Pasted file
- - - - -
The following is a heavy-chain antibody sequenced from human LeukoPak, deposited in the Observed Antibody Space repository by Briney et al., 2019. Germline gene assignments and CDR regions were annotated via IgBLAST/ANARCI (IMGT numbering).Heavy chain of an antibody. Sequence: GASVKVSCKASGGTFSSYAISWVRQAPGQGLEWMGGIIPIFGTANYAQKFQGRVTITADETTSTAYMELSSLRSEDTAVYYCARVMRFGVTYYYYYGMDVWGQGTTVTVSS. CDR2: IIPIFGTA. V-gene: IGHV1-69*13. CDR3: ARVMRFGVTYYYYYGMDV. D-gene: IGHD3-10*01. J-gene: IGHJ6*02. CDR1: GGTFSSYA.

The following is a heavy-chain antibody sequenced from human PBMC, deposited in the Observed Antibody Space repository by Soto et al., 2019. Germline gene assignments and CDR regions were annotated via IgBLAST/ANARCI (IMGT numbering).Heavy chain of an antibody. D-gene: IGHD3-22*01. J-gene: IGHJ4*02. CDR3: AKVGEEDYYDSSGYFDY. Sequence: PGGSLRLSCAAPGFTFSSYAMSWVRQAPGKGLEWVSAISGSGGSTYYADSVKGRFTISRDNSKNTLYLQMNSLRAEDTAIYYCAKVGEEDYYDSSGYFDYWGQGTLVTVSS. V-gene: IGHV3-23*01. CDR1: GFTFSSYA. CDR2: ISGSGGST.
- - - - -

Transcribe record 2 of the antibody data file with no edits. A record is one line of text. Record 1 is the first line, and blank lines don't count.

The following is a heavy-chain antibody sequenced from human PBMC, deposited in the Observed Antibody Space repository by Soto et al., 2019. Germline gene assignments and CDR regions were annotated via IgBLAST/ANARCI (IMGT numbering).Heavy chain of an antibody. D-gene: IGHD3-22*01. J-gene: IGHJ4*02. CDR3: AKVGEEDYYDSSGYFDY. Sequence: PGGSLRLSCAAPGFTFSSYAMSWVRQAPGKGLEWVSAISGSGGSTYYADSVKGRFTISRDNSKNTLYLQMNSLRAEDTAIYYCAKVGEEDYYDSSGYFDYWGQGTLVTVSS. V-gene: IGHV3-23*01. CDR1: GFTFSSYA. CDR2: ISGSGGST.